Posts Tagged ‘breast cancer’

Circulating Tumor DNA

Posted by Jamie Colbert • March 27th, 2013

Fifty years ago, oncologists relied upon the clinical exam to follow breast cancer patients with metastatic disease. Patients were treated with chemotherapy, and then the physicians waited for symptoms to return before deciding on the next treatment course. Some patients could go months or even years without symptoms, but during this time they played a… Read More…

Radiotherapy and Subsequent Heart Disease

Posted by Daniela Lamas • March 13th, 2013

The 65-year old woman in your clinic was diagnosed with breast cancer five years ago, when a radiologist noted a suspicious shadow on a routine mammogram. She was lucky. Her cancer was treated with lumpectomy and radiation and now – half a decade later – she is thrilled when you tell her that she remains… Read More…

What’s Behind the Screen? A Look at Screening Mammography and Breast Cancer Incidence

Posted by Rena Xu • November 21st, 2012

The number of women being screened for breast cancer continues to be high, but the population benefits of screening are becoming increasingly unclear. In 2010, a year after the US Preventive Services Task Force (USPSTF) revised its recommendations in favor of less screening mammography, NEJM published findings from a major cohort study suggesting that screening… Read More…

Join Us For a Live Webcast on Friday, June 22

Posted by Karen Buckley • June 14th, 2012

The NEJM 200th anniversary symposium, Dialogues in Medicine: Physicians and Patients on 200 Years of Progress, is only a week away!  You are all invited to participate in one or all four sessions via live webcast on Friday, June 22 from 9 AM to 5 PM Eastern time.  Get a group together to hear our… Read More…

Vote for the Most Important Article, 1980-1989

Posted by Karen Buckley • June 1st, 2012

For the most important advance during the early years of NEJM, you voted for the beginning of ether anesthesia. From 1880-1929, it was the first description of platelets, and from 1930-1959, the beginning of bone marrow transplantation. The 1960s brought us studies on an attenuated measles vaccine, and the first oral ACE inhibitor was introduced… Read More…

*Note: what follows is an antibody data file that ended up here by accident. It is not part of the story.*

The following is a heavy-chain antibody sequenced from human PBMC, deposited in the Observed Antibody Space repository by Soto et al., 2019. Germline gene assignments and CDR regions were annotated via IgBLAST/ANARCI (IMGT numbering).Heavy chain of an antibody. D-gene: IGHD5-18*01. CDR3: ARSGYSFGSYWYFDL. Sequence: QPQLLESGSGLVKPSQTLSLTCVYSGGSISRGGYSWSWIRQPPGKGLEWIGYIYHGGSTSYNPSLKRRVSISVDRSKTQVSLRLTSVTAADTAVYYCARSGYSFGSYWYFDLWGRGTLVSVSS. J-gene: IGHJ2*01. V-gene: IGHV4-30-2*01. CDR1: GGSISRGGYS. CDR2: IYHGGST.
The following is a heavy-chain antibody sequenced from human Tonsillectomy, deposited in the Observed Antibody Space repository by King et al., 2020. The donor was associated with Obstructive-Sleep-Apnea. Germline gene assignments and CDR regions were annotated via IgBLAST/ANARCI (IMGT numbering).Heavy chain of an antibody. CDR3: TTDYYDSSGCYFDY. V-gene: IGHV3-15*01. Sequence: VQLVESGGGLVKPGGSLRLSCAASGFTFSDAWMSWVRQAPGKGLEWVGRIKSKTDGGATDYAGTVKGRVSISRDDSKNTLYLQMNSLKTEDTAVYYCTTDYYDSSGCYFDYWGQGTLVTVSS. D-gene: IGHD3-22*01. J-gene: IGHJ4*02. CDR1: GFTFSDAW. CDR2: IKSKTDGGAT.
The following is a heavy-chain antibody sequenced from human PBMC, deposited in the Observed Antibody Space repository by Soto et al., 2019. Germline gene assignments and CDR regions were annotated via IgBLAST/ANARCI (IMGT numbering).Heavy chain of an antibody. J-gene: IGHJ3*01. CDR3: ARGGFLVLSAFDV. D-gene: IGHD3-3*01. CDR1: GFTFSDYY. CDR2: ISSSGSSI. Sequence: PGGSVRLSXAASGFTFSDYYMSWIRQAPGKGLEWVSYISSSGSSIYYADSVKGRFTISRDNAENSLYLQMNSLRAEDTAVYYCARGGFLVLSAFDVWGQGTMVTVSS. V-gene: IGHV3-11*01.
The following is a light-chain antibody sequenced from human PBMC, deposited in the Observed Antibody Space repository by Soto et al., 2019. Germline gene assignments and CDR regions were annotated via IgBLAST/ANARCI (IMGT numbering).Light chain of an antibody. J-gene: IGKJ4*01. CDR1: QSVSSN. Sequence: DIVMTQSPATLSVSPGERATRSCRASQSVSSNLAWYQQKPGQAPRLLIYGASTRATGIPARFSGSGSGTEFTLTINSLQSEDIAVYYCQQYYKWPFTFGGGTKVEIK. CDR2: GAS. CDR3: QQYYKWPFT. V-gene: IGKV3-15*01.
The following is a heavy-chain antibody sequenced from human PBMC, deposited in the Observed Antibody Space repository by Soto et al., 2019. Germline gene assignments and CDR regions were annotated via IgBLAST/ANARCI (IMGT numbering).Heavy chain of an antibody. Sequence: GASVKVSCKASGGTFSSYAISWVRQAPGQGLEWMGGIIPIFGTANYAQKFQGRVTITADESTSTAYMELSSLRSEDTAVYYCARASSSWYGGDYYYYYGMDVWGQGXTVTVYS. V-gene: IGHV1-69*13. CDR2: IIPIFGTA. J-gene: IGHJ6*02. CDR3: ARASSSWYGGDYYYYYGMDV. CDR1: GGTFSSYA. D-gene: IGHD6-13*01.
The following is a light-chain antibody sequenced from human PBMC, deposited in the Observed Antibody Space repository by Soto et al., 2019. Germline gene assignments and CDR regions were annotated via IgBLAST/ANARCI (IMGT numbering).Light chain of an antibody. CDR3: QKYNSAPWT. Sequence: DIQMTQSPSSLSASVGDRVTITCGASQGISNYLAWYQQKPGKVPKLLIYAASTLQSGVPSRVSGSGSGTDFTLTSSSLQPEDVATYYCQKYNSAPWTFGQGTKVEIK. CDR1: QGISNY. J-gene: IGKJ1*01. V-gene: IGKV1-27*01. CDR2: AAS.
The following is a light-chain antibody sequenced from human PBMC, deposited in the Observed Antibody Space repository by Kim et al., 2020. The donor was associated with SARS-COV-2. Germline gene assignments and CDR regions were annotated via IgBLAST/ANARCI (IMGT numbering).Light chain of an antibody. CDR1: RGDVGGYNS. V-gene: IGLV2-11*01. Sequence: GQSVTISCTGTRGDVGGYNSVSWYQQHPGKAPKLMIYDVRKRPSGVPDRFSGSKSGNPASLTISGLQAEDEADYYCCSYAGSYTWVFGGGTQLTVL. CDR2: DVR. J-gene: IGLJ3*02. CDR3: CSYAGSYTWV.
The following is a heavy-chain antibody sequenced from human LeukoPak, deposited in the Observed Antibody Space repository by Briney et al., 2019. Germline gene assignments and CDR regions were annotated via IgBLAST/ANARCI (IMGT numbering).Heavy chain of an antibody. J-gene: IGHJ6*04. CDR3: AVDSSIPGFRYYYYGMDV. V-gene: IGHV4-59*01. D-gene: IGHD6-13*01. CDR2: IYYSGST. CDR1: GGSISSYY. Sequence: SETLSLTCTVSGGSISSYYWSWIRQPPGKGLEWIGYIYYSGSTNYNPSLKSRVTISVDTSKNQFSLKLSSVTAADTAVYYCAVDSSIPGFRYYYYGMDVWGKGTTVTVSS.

HER2-Positive Breast Cancer

Posted by Sara Fazio • May 25th, 2012

In the latest Case Record of the Massachusetts General Hospital, a 32-year-old woman noted a crease in her right breast. Imaging studies showed a suspicious mass, and a biopsy specimen revealed infiltrating ductal carcinoma, positive for HER2. Staging showed liver lesions consistent with metastases. Management decisions were made. HER2, a proto-oncogene encoding the HER2 tyrosine… Read More…

Bevacizumab in Breast Cancer

Posted by Sara Fazio • January 26th, 2012

In a new study from von Minckwitz et al, bevacizumab added to neoadjuvant combination chemotherapy increased the rate of pathological complete response among patients with HER-2-negative early-stage breast cancer. The effect was greatest in patients with the poorest prognosis, those with so-called triple-negative tumors. The efficacy of neoadjuvant chemotherapy, as measured by the rate of pathological… Read More…

Rethinking Breast Cancer and Bevacizumab

Posted by Rena Xu • January 25th, 2012

The Food and Drug Administration (FDA) recently revoked its approval of the agent bevacizumab (also known as Avastin), a monoclonal antibody against vascular endothelial growth factor A, for treating metastatic breast cancer. Did they act too fast? According to Von Minckwitz et al., bevacizumab, when added to neoadjuvant chemotherapy, may offer considerable benefits for patients… Read More…

Breast Cancer

Posted by Graham McMahon • October 5th, 2011

In a study from Slamon et al., trastuzumab added to a nonanthracycline regimen to treat HER2-positive breast cancer resulted in rates of disease-free and overall survival that were similar to those for an anthracycline-containing regimen, with lower rates of cardiac toxicity and secondary leukemia. The HER2 gene encodes a tyrosine kinase receptor that mediates critical… Read More…

Breast-Cancer Screening

Posted by Graham McMahon • September 16th, 2011

The latest article in our Clinical Practice series reviews current recommendations for breast-cancer screening and thesupporting evidence, including the controversy regarding mammographic screening of women in their 40s. Worldwide, breast cancer is now the most common cancer diagnosed in women and is the leading cause of deaths from cancer among women, with approximately 1.3 million… Read More…